Jindal’s main point, however, was that there are some idiots in the party who spout off absolutely asinine things. Let’s not forget all of the “legitimate rape,” comments that have been made. I mean, even if you really believe that crap, you shouldn’t say it out loud and expect anyone to take you seriously.

    Also, the GOP defrauded the Maine primary, and changed the delegate rules at the RNC so they could hand-pick delegates who would vote their way (if the original delegates did not uphold their “pledge”).

    The party is in shambles because it’s not getting with the times. Time has shown us that not all social norms and moral beliefs are applicable to all men in all times. Some things stay the same forever, but not everything.

    As far as fiscal stuff goes, yes balancing the budget is a good thing. But you’re not going to win a lot of popularity contests if your budget includes cuts to programs that provide much-needed social services to people with disabilities. And you’re not going to win people over by making accross the board welfare cuts without providing a viable alternative to get welfare recipients self-sufficient.

    It’s not 1950 anymore.

    • Well, call me a stick in the mud, old-fashioned, or whatever, but I’m not convinced social issues are the reason Barack Obama won a second term. Yes, he carpet-bombed the airways with the lie about the war on women and it a lot of people seems to have bought that lie, but that doesn’t make it any less a lie. I do agree that the Todd Akins of the world need to watch what they say, but both parties have their share of kooks that can’t help but spout off at the mouth.

      I’m going to leave it at that, as you and I will never agree about abortion. I respect your opinion and your right to state it, even on my blog, but I will never come to the view that abortion is anything less than the murder of unborn children.

  • I agree that something has to change but I don’t think we should ignore the debt or the budget although these seem to be issues many Americans don’t understand or care about. If Jindal thinks we need to become more like the Democrats I think that is also a losing proposition; why vote Republican if they aren’t much different than the Democrats? Isn’t that why we lost in 2008 and 2012? I honestly don’t know what the answer is at this point.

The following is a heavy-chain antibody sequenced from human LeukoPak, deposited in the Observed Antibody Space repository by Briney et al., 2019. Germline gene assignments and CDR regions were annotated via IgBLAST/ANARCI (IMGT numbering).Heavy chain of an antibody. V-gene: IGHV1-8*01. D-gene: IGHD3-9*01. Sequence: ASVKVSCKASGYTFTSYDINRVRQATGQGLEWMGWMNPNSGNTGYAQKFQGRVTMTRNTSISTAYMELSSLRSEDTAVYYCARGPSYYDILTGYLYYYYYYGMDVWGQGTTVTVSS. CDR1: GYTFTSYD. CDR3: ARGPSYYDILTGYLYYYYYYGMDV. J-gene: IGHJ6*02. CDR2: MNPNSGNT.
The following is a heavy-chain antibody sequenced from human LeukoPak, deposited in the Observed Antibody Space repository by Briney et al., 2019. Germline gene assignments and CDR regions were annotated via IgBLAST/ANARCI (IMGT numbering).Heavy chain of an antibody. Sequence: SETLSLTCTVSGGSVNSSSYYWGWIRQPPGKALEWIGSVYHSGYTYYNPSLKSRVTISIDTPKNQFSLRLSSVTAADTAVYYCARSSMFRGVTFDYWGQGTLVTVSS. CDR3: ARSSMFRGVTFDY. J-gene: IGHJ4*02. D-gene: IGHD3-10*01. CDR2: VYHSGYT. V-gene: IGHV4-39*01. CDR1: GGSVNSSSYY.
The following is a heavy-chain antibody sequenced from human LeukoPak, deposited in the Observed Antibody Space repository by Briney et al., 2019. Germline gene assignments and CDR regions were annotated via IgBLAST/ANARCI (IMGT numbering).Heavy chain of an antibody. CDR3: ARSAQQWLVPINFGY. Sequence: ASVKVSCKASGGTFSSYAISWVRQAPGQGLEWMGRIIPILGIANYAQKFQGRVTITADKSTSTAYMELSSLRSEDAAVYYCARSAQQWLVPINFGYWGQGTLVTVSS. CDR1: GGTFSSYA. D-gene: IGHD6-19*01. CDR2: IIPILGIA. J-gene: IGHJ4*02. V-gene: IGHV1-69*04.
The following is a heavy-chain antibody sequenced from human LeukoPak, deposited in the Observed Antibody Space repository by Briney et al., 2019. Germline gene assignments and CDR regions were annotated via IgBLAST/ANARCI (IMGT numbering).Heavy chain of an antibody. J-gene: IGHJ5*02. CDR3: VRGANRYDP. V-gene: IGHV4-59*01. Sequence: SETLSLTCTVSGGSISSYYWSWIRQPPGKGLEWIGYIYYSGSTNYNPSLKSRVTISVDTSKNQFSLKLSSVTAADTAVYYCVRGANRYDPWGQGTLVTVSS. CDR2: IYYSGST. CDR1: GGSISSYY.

• It seems like we’ve been consistently saying this since Bush got bamboozled with tax increases in 1990.

  • Dragonconservative

    He’s right. The GOP needs to reach out to minority voters. They need to fight the Democrats and dispel the myths that the Republican party is racist.

  • Obviously, he is right. Things cannot keep continuing as they have been. Romney failed to articulate any reason for people to vote for him, except that Obama was a bad manager. Yet, Romney outperformed many other GOP candidates across the nation in the 2012 election, showing that the messaging problem was not just with one man, but across the board. While I am not sure what all Jindal has in mind, certainly the pro-growth message has been lost by the GOP. There are very few if any Republicans or conservatives on the national stage who are arguing for the supply-side economics that Reagan championed, even though his policies worked. Instead, all we see are Republican congressmen engaged in petty fights over the budget (i.e., should we have a 1% cut in the growth of the federal government, or a .5% cut?)–what is lacking is perspective, a grand vision for where the US should go, and a demonstration as to how this vision would positively impact people’s lives. The country needs good management, that is true. However, it also needs leadership, and the GOP is not offering any.

    • I agree with what you point out about Mitt Romney. I backed him because he was obviously a better choice than four more years of Obama, but his campaign was lacking. I think he would have been a better President than he was a candidate.

      I would be interested in hearing more details from Bobby Jindal, as I think it has potential. I do not believe he is advocating straying from our conservative principles and he made that abundantly clear. I am no political expert, but if we ignore the need for change in the GOP, we will do so at our own political peril.

  • The GOP is finished if the Party doesn’t make certain changes. Even a low-class moron should be able to recognize that fact.

    Political parties die when they are no longer relevant. Think back to the early days of our nation.

  • I don’t know what the future holds for Jindal but he is a great guy and very Conservative… Is he *presidential*? Who knows… But I DO know this; the GOP either gets their act together and gets back to the business of representing a CONSERVATIVE America or the GOP is done for…